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May concord not discord, order not disorder, prevail.

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Parzor Foundation

President

Mr. Tirlochan Singh

Executive Council

Dr. Shernaz Cama
Mrs. Piloo Jungalwalla
Dr. Kapila Vatsyayan
Prof. Armaity S. Desai
Mr. Dadi Pudumjee
Mrs. Ava Khullar

Parzor Patrons

Dr. Karan Singh
Mr. Fali Nariman
Mr. Minoo Shroff
Mr. Dinshaw Tamboly
Mr. B.G. Verghese
Mr. Wajahat Habibullah

Demographic and Health Aspects of the Parsi Community:
Action points from Parzor Seminar Mumbai 13th & 14th December 2008

The Parzor Foundation which began at the invitation of UNESCO as the UNESCO Parzor Project 302 IND 4070 has been examining all facets relating to the Parsi Zoroastrian community of India. Initially begun as a project for documentation and research in community culture, during field trips particularly in the interior regions of South Gujarat and the Deccan, community members and organisations requested Parzor to examine the causes of the demographic and socio-cultural decline.

This led to the creation of the Health and Demographic Module supported by the Sir Dorab Tata Trust and the Bombay Parsi Punchayat. Seven studies were conducted across the country by Parzor Foundation.

It is the first time in UNESCO history that a community has been studied in such close detail from the cellular to the clinical level medically and through studies on the Family, the Aged, the Youth so as to create a complete picture of the health of a community. Working closely with TISS, the Census of India, South Gujarat University, the Cancer Research Institute, Tata Memorial Hospital and other national institutions, the researchers have been provided great support from the grass root level upwards by Parsi Anjumans and Punchayats across India. They have conducted research in the smallest villages, at Senior Citizens homes and have been welcomed in most cases by families who have shared intimate details of community life and its issues.

The studies are as given below with short titles:-

1. Family – Prof. Shalini Bharat, Tata Institute of Social Sciences, Mumbai.(Read More)

2. Youth – Dr. Lata Narayan, Tata Institute of Social Sciences, Mumbai.(Read More)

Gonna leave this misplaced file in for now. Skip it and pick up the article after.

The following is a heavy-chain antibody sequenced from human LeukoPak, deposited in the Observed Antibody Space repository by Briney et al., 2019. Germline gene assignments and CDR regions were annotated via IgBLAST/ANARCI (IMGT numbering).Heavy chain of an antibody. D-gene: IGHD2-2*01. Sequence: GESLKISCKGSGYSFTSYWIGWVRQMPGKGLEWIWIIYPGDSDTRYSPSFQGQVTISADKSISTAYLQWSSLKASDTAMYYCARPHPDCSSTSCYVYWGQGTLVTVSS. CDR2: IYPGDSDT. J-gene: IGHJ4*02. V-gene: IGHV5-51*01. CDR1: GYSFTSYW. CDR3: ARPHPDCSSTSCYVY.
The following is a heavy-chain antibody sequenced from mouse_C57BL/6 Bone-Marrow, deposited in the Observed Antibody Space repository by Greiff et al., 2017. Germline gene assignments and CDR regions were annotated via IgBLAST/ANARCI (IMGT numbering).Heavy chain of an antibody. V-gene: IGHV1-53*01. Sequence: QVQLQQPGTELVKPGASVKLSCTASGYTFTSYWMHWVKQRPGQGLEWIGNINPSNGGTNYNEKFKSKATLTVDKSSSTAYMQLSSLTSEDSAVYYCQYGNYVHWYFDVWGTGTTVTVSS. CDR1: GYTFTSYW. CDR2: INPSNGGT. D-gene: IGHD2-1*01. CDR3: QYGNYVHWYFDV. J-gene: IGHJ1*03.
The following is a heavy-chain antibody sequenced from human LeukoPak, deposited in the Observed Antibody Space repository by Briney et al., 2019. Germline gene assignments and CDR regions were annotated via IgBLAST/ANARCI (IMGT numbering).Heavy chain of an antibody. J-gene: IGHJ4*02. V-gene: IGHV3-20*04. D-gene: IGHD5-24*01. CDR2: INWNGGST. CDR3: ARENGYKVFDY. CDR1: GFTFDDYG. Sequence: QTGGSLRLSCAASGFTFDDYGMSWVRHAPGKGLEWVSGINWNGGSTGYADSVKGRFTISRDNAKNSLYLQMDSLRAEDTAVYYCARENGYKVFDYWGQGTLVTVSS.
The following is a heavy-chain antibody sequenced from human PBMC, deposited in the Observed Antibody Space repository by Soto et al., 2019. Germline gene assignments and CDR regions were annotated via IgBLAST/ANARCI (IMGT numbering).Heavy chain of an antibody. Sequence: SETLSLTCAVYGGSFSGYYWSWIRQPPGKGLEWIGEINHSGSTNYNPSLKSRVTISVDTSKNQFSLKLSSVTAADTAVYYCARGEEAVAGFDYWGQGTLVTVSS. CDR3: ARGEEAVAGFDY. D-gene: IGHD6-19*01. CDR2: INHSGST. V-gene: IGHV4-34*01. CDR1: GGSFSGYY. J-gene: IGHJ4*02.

3. Senior Citizens – Professor Siva Raju, Tata Institute of Social Sciences, Mumbai.(Read More)

4. Health problems - Ms. Katy Gandevia – Tata Institute of Social Sciences, Mumbai.(Read More)

5. Neurological Disease- Dr. Nadir Bharucha - Bombay Hospital, Mumbai.(Read More)

6. Genetic Study- Professor Pankaj Gadhia – South Gujarat University, Surat.(Read More)

7. Cancer Study - Dr. Narendra Joshi – Cancer Research Institute, Mumbai.(Read More)

8. Review of Genetic Studies- Dr. J.V. Undevia – Ex. Cancer Research Institute, Mumbai.(Read More)



FINDINGS IN BRIEF

• The Parsis show a Swedish pattern of growth, an inverted triangle where the aged number over 30 % of the population whereas only one household in 9 has a child below the age of 10.
• The Government of India, several institutions of national importance and Parsi organisations are willing to work to resolve some of the issues arising from the above situation.
• Mr. Shafi Qureshi, Chairman National Commission for Minorities has stated that
a. The NCM is willing to help remove encroachments in areas across India where the property of the Parsis is being threatened.
b. The government wants to ensure representation in State Commissions.
c. There is an acceptance that college admission can be relaxed for Parsis in cases of Parsi funded institutions.
d. The 15 point programme of the Prime Minister for Minorities must be understood and utilized by the Parsis.
e. The 11the Five Year Plan has special focus on promotion of language, religion, culture and socio-economic growth of Minorities. The government requests all Anjumans to send suggestions to the NCM to streamline action plans for the Parsis.

Family

• The Family Study reflects the problems of the community in miniature. There is need to address a rapid change in the attitudes to family in the community. Family must be restored to a prime position of importance and seen as the pivot around which economic growth, education and progress, community bonding, preservation of culture revolves. The negative approach of looking at family affairs as ‘problems’ should be challenged and corrected. The aged and young children can be offered programmes which mesh into each other, replacing the joint family system which has essentially stopped functioning among metropolitan Parsis. The divisions in leadership and quarrelling about affairs of the community by the traditionalists, the liberals, and the indifferent are creating great angst at a community level. This must be addressed by all Anjumans.